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What are you serving at your restaurant?

Warren Buffet’s annual letter to Berkshire Hathaway shareholders was just published for 2020. It can be downloaded here. I have made a habit out of reading his letter every year and his overall approach has been instrumental in shaping the way I think about investing.

What is clear to me when I look at the first page of each letter — which contains a comparison of Berkshire’s performance to that of the S&P 500 — is that he and Charlie Munger have got to be the most successful stock market investors of the last century.

They have consistently outperformed the market. And they have done that by focusing on fundamentals, doing what others are not (i.e. being contrarians), and being incredibly patient, among other things. All of this isn’t rocket science. It’s simple, understandable, and repeatable.

The other thing we can learn from his widely read letters is that clear and concise writing is a powerful tool. I have said this many times before, but to explain something clearly it means you need to really understand it. Things tend to get complicated when you don’t know what you’re taking about.

And with that, here’s an excerpt from this year’s annual letter:

In 1958, Phil Fisher wrote a superb book on investing. In it, he analogized running a public company to managing a restaurant. If you are seeking diners, he said, you can attract a clientele and prosper featuring either hamburgers served with a Coke or a French cuisine accompanied by exotic wines. But you must not, Fisher warned, capriciously switch from one to the other: Your message to potential customers must be consistent with what they will find upon entering your premises.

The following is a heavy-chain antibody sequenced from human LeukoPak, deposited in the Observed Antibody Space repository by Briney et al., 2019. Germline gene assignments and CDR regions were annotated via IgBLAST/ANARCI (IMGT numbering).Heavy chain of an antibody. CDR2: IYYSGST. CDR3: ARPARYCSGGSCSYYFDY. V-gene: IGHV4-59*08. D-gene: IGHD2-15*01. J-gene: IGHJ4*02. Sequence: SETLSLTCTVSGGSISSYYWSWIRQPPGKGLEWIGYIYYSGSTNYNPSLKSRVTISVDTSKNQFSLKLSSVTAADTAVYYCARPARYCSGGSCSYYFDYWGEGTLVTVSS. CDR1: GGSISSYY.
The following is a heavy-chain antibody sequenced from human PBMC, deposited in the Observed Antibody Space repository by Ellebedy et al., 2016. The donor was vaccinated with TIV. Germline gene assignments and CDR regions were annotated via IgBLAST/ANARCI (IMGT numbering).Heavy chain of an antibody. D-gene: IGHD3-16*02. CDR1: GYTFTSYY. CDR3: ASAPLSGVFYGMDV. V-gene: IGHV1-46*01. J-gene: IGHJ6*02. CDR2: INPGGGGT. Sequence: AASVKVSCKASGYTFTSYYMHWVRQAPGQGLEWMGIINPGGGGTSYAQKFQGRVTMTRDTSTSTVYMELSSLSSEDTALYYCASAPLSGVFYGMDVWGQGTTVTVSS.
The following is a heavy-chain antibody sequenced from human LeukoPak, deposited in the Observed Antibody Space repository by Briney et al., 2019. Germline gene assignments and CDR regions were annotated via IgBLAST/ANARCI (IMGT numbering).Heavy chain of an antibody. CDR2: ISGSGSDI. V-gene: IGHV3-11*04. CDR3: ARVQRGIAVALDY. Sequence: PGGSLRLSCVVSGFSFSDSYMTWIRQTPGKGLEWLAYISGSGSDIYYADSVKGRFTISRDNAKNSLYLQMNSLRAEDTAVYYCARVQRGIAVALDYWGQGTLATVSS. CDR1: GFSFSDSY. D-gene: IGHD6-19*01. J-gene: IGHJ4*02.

At Berkshire, we have been serving hamburgers and Coke for 56 years. We cherish the clientele this fare has attracted.

The tens of millions of other investors and speculators in the United States and elsewhere have a wide variety of equity choices to fit their tastes. They will find CEOs and market gurus with enticing ideas. If they want price targets, managed earnings and “stories,” they will not lack suitors. “Technicians” will confidently instruct them as to what some wiggles on a chart portend for a stock’s next move. The calls for action will never stop.

Many of those investors, I should add, will do quite well. After all, ownership of stocks is very much a “positive-sum” game. Indeed, a patient and level-headed monkey, who constructs a portfolio by throwing 50 darts at a board listing all of the S&P 500, will – over time – enjoy dividends and capital gains, just as long as it never gets tempted to make changes in its original “selections.”

Productive assets such as farms, real estate and, yes, business ownership produce wealth – lots of it. Most owners of such properties will be rewarded. All that’s required is the passage of time, an inner calm, ample diversification and a minimization of transactions and fees. Still, investors must never forget that their expenses are Wall Street’s income. And, unlike my monkey, Wall Streeters do not work for peanuts.

When seats open up at Berkshire – and we hope they are few – we want them to be occupied by newcomers who understand and desire what we offer. After decades of management, Charlie and I remain unable to promise results. We can and do, however, pledge to treat you as partners.

And so, too, will our successors.

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